For over sixty years Lego has brought joy and imaginative play to children around the world. The simple toy, designed with precision engineering, has become a staple in many children’s homes, with endless possibilities for creativity. Some children only have a few basic sets, preferring to have a selection of toys available in their playtime. However, for other children, Lego is not a toy, it’s a way of life.
You have spent hours researching ideas for Lego storage, and the best way to organise your child’s bricks (for reference, it’s by colour and don’t let anyone else tell you otherwise). After investing in numerous potential storage solutions you have finally concluded that the only meaningful solution would be to buy a new house with enough space for a dedicated Lego room.
After a few years of parenting a Lego fanatic, the excruciating pain of stepping on a Lego brick is no longer something you experience. That’s because you have developed a heightened Lego awareness, and you scan each room for potential miniature hazards before you enter. At least that’s what you tell yourself. In reality, it’s because your feet no longer have any nerve endings thanks to years of Lego related injuries.
Lego is much more than bricks. Which is why you know all the words to the song “Everything Is Awesome”. You also know all the names of the Nexo Knights, all the names of the Masters of Spinjitzu, and you can identify all the members of DC’s Justice League and Marvel’s Avengers, providing they are in minifigure format.
Unlike other children who refuse to leave the house or go to sleep without their favourite cuddly toy, your child has a somewhat unhealthy attachment to minifigures. Despite your pleas to leave it at home, every journey is now fraught with the possibility of losing an attachment, or in the worst case scenario, the entire figure.
Other parents might worry about phonics screening and SATs results, but the only attainment level that you judge your child on is the age range of Lego sets that your child can complete alone. You proudly announce to the world on Facebook when your five-year old completes their first 12+ set. You clearly have a genius in the making.
You have become so accustomed to just buying Lego for your child that you are well and truly stumped when you have to choose a gift for a child who doesn’t share the Lego Love (and, yes, they do exist in the wild). It’s as though you have completely forgotten that other toys are available, since any non-Lego toys that your child owns have been sat collecting dust in the toy box for about three years.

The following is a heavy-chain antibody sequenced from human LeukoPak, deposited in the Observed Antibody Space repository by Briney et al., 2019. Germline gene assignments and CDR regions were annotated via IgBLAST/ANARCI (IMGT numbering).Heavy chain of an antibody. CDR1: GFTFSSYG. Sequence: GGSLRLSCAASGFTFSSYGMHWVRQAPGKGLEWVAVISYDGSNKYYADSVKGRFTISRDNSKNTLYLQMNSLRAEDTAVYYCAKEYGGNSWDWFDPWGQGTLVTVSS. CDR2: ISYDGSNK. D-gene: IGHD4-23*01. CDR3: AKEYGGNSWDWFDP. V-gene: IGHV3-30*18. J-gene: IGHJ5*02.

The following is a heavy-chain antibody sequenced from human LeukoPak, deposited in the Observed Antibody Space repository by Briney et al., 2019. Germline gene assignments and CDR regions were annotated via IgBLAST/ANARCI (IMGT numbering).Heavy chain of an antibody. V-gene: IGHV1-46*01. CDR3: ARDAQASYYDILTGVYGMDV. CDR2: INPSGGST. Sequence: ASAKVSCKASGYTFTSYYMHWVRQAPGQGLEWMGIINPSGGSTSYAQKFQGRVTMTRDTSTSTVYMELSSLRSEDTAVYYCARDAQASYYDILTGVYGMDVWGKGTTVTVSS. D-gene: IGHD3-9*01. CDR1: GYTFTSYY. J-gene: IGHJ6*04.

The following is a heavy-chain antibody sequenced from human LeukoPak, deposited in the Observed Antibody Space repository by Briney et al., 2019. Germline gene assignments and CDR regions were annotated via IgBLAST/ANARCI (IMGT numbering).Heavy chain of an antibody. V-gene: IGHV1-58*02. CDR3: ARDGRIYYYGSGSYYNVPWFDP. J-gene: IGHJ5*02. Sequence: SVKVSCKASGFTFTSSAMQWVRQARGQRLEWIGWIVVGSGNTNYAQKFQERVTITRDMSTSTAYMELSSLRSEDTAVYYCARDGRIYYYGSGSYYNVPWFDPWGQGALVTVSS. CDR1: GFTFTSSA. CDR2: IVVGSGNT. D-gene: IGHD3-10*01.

For around £1000 you can get three nights for a family of four in an all inclusive resort in a country with plenty of sunshine during the October half term. Or, on the same dates you could get one night less, with only breakfast included, in the Great British rain, at Legoland Windsor, where you will spend hours in queues for five-minute rides. Obviously, in your house there is only one clear option, and no sun cream will be required.
Fed up with transporting Lego every time you visit the grandparents, you purchased a set to keep at their house. Although one set wasn’t enough, so now they have three sets, plus a Lego Classic box for extra bits. Except that wasn’t enough either, because now Grandad has discovered Lego for the first time and has spent over £250 of his pension on a Lego Technic Porsche 911.
You know deep down that Lego is meant to encourage creativity, but part of you despairs every time your child dismantles one of their models to build an elaborate vehicle. You appreciate that you have to supress your inner desire for order to enable your child to develop their engineering skills, but it hurts.
Playing After Bedtime
It’s evening. There’s nothing on the telly and you can’t afford a babysitter. Out of boredom you sneak into your child’s bedroom to reassemble the broken Lego models. Before you know it, it’s midnight and not only have you built every single set, but you have used the spares to create an elaborate sci-fi inspired spaceship and you are now browsing the Lego store online. You have resisted for a long time, but the Lego bug has finally caught up with you, and you are well and truly addicted.